From Being a Paper Boy to Having a Career
My first job, with a salary, was as a paper boy. I had a paper round and delivered door to door until my bag was empty, six days a week.
My first real job though was a Saturday job in Woolworth’s where, wearing a long brown overall, I worked behind the scenes, organising the stock, receiving deliveries and working the machine that crushed paper into large cubes, secured with metallic ribbons.
After a few months, they let me behind the counters, and I sold nails and bolts, washers and screws by weight. A sort of pick and mix of the DIY variety.
I remember loving the banter and the contact with the customers and those Saturday’s flew by.
When the shop doors closed at five pm, I would run up the stairs to the little office on the first floor, to get my pay in a small brown envelope. Then, sitting on the cold concrete stairs, I would rip it open and let the coins fall into my hands and feel their weight in my clenched fists.
I felt wealthy and of course, the coins would burn a hole in my pocket until I had spent them all on sweets, comics, model aircraft and Dinky toys.
My passion for music developed at home and at school around that time.
I’d been having piano lessons every week, but one day my piano teacher heard me sing and persuaded me to drop the piano and take singing lessons instead.
At the same time, I was taking the bus every Sunday to a manor in the country, where a wealthy woman hosted an orchestra of forty or so amateur musicians. I became the percussionist.
When we had finished rehearsing, we would retreat to the hall, or walk out onto the lawns when the weather permitted, for afternoon tea.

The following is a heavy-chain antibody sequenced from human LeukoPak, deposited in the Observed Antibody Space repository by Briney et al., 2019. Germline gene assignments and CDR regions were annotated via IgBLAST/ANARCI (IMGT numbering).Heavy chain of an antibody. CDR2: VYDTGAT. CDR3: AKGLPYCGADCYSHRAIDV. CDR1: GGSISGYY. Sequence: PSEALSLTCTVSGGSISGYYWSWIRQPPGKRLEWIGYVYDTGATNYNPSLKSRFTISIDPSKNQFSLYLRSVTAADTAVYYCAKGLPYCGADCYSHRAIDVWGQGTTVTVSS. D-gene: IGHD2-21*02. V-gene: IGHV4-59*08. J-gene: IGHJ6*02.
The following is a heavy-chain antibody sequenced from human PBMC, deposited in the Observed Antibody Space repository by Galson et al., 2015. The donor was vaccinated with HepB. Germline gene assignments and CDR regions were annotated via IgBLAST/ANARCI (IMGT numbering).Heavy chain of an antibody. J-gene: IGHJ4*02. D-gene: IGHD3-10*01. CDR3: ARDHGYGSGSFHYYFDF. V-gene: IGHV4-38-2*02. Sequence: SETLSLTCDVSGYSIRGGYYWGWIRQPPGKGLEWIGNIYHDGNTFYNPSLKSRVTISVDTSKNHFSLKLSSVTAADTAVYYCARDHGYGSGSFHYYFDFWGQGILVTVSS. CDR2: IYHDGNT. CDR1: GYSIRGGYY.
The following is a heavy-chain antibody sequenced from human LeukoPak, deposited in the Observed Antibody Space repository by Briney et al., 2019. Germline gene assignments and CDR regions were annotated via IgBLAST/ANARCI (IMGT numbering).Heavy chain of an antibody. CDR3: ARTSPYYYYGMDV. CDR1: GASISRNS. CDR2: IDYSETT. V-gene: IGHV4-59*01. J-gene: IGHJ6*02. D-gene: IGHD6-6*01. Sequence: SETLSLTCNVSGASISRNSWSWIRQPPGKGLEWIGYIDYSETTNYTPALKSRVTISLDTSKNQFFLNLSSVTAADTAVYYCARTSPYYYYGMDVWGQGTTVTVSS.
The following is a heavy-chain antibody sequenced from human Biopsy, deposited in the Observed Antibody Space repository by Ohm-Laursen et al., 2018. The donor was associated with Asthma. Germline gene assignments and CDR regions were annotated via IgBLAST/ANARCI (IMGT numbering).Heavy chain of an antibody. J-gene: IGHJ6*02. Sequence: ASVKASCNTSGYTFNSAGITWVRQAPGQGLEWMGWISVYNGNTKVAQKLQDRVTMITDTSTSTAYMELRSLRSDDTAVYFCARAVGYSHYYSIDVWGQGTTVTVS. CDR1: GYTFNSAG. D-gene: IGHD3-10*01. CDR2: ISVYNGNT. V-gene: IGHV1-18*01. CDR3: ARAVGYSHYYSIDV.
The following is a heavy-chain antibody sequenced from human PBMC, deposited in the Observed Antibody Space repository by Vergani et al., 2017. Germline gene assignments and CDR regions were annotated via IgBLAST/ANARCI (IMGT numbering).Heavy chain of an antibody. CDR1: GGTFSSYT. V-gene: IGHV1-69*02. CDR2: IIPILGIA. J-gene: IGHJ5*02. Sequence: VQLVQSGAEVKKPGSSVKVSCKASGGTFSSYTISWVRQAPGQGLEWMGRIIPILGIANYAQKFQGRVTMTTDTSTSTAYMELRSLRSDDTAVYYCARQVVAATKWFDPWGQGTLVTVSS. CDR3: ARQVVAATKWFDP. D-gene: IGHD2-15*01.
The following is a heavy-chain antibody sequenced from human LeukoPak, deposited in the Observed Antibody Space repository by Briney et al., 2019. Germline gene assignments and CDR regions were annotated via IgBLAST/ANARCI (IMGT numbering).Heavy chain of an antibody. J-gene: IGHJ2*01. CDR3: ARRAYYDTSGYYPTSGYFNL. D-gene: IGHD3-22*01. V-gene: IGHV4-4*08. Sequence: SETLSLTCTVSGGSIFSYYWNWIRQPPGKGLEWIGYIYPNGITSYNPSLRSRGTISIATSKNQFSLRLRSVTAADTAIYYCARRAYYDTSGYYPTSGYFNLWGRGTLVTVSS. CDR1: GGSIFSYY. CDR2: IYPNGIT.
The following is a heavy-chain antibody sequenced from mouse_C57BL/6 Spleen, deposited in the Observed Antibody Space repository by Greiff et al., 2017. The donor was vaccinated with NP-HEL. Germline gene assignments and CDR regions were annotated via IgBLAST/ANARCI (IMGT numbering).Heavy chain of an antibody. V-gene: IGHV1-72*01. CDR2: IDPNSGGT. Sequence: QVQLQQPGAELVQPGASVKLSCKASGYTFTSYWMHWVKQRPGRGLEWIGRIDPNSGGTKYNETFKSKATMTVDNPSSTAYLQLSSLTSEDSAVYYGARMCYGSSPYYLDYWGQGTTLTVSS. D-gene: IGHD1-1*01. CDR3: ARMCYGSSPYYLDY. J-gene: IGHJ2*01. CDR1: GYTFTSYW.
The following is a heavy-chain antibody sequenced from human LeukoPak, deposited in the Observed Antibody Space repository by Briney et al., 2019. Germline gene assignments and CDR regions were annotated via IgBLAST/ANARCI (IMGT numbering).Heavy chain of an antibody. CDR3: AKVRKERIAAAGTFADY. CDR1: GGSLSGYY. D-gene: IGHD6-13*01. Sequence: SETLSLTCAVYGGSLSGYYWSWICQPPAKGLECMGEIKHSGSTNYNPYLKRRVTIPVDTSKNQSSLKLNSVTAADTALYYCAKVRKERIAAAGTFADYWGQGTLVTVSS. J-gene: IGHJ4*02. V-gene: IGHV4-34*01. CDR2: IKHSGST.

Then our host would give me an oboe lesson before I took the bus home.
I treasure the memories of those Sunday afternoons, five decades later.
I was passionate about music, and I envisioned it as a career. I also had a yearning for adventure. I wanted to join the Royal Marines when I left school and play an instrument in a marching band.
Circumstances, however, led me to leave school, and I ended up taking a suitcase with a few belongings and travelling to Edinburgh to work for a small publishing company. During the week I would work the printing machines and make pamphlets and bind larger books. On the weekend I would visit the bookstores and offer books on a sale or return basis.
It was a far cry from the shining adventure I had anticipated, and looking back at it now it was a form of slave labour. I only got paid when the company had sufficient funds, and I slept in a small room on the second floor of the warehouse. I ate when I could, but I don’t remember having meal times, just a sandwich or two grabbed between never-ending tasks from morning till night.
I hated that job and only persisted for one reason.
It was there that I found my first love, and discovered the joys and pains of infatuation.
At last, I was on a real adventure, of passion and sweet suffering. For a time nothing else mattered, and my only thoughts were to be with her.
We eventually left the publishing company together and pursued a summer of love in bedsits and grotty flats living an authentic hippy life.
It’s amazing what you are willing to do to quench your thirst from the cup of love.
Most of those memories still make me smile, but some of them I’ve tried to push as far back into the recesses of my mind as I could.
Unfortunately, with memories, you don’t get to pick and choose, and although I’ve tried hard, I’ve not been able to forget many of them.
Two years later we parted company, and I found not only a real job but a career that I would embrace for the next 25 years.
This is day 28 of my 31 day challenge to write 500 words a day.